I’m not saying that our time in history has never happened before; I think the church has at times jumped up and met culture and absorbed it (the Middle Ages for example), but the long arc of the Church has been to start out as a completely different place with different holidays, different culture, different view of other people and the world, different view of sexuality, of war, or human life, of poverty. And when the new creation is in completion, that’s what the church will be again. From the perspective of the world, the Earth was formed out of chaos and randomness and will go on and end that way too, that human life will fade into oblivion in a few million years and the sun will collapse, etc. These two world views are pretty incompatible, which is why Jesus and Paul make great effort to stress a new way of viewing the cosmos. What I think is happening in the church right now is the Red X. In some ways, you could make the argument that that has been happening for over a thousand years, and that might be right, but regardless I’d say we’re in the X. We’re at a point where we’ve slowly moved toward accepting a lot of the dominant culture viewpoints about materialism, sexuality, war, and so much more. It’s to the point where there is not much of a definitive line between what the rest of the world says and what much of the Church believes.

What I really hope is happening is that this is a transition period, where the Church has become very enmeshed with culture and that over time, it will wrestle with it and emerge with a better understanding of its own unique worldview. In the process, the Church will lose members, because many people will just want to stay with culture. It’s so much easier to welcome the ideas and worldview of the dominant society than it is to persevere and work out a cristo-centric view of the world. If this does happen, if the Church emerges critical of culture and of what so much unquestioning acceptance of culture does to the soul, it will necessarily become the persecuted church that it was meant to be, because no longer will the government and the rest of society be unable to distinguish between Republicans and conservative Christians or Democrats and liberal Christians, but rather they will have a non-cooperative body that resists the Empire of this world. Once the church does that, there will be no room at the inn, and it will be time to get rid of Christians. And at that point, the church will be at its strongest and be further on the path towards the new creation. MLK was right about the long arc of history bending toward justice, because New Creation is Divine Justice, and that is what we desire, not the justice of the world.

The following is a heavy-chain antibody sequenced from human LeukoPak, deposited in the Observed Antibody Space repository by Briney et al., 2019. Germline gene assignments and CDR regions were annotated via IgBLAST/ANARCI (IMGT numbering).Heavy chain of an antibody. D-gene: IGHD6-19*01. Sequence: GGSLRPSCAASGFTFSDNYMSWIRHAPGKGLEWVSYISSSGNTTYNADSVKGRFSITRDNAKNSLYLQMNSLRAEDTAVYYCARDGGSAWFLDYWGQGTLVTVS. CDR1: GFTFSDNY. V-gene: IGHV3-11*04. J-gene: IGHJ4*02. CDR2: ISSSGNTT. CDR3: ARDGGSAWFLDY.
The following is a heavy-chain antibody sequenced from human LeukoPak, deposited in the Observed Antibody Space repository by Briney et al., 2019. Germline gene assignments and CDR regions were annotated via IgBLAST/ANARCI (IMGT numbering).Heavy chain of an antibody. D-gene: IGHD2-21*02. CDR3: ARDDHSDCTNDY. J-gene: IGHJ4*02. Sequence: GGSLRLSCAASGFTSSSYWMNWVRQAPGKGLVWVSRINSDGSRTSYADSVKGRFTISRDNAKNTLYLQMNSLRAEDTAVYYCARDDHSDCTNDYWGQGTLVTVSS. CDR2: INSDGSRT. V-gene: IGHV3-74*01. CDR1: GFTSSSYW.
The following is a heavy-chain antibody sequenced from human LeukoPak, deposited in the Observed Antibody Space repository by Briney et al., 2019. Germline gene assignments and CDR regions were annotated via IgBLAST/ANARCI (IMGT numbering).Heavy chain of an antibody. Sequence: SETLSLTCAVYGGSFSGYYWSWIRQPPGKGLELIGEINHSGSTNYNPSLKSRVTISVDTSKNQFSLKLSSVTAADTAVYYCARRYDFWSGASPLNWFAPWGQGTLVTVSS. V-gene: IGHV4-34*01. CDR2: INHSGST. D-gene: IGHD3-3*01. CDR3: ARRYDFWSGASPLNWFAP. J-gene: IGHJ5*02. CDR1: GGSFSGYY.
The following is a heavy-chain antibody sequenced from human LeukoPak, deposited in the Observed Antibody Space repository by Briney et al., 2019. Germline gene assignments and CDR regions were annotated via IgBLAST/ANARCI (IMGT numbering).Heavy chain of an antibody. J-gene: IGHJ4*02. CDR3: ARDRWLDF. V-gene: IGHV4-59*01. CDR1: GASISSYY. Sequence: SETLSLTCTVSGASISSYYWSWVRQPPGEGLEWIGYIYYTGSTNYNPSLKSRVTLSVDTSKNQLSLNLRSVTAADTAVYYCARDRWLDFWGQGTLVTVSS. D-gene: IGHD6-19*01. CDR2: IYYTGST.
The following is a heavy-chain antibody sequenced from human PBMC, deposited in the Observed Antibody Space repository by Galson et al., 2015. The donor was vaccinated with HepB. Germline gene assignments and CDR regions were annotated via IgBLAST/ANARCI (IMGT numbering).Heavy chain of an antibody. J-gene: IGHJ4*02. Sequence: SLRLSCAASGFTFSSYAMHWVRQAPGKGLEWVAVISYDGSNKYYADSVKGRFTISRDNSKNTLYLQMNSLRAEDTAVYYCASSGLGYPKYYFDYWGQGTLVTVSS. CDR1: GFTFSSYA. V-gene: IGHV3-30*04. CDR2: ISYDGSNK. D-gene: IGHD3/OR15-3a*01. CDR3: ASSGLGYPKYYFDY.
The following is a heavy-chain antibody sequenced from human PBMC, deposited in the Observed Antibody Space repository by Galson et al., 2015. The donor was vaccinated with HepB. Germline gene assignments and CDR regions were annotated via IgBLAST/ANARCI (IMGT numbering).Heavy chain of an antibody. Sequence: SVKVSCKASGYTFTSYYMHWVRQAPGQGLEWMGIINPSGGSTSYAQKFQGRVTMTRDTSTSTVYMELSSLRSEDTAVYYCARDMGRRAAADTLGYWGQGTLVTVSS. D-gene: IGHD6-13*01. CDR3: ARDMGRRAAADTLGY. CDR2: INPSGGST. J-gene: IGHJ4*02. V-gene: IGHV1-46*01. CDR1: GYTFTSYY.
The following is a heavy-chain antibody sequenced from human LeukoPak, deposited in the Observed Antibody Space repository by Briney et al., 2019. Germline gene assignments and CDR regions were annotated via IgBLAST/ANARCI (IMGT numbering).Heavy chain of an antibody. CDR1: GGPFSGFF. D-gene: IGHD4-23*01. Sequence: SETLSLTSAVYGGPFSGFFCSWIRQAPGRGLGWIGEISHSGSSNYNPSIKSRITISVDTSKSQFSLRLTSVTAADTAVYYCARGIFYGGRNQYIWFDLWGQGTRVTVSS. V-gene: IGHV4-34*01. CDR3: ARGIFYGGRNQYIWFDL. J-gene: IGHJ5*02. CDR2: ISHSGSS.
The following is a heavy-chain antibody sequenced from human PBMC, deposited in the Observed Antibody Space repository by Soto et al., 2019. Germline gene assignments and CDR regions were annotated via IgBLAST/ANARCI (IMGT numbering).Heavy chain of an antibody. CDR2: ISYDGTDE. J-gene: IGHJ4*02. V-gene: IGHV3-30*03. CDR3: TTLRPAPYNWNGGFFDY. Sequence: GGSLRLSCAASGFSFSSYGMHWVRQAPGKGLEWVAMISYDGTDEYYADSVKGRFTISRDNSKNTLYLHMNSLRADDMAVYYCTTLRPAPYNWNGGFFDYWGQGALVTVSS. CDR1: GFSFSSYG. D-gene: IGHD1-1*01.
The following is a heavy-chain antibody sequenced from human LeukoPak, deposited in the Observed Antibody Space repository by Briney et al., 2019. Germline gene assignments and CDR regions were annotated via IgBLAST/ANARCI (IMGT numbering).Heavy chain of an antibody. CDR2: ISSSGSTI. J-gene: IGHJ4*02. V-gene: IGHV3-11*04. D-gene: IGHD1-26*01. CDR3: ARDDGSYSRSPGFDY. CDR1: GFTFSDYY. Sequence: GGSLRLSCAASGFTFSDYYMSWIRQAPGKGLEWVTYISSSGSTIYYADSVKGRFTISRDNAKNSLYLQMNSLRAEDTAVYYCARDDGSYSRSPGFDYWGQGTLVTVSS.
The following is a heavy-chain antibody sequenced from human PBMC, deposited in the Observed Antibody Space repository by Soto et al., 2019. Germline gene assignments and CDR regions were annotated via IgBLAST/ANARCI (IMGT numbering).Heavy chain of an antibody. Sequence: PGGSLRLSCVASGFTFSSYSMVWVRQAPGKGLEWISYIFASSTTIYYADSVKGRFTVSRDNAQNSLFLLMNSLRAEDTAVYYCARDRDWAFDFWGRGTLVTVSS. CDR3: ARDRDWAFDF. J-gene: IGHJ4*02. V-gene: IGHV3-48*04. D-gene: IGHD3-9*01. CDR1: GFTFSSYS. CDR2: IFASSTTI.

1. Mike Cantley · July 25, 2009


    Hello from back around home! This is good stuff, and we need to let it soak in. I learn a lot from all of you Gormans! I will check out your friend’s book too.

    Blessings on you and your work in Christ,
    Mike C.

    • brianjgorman · July 28, 2009

      Thanks, Mike, for stopping by! It’s been great to see my family connect with yours! I do highly recommend that book by Jonathan, as it’s a great sort of introduction to this thing called New Monasticism and suggests some ways that the church as a whole can learn from it.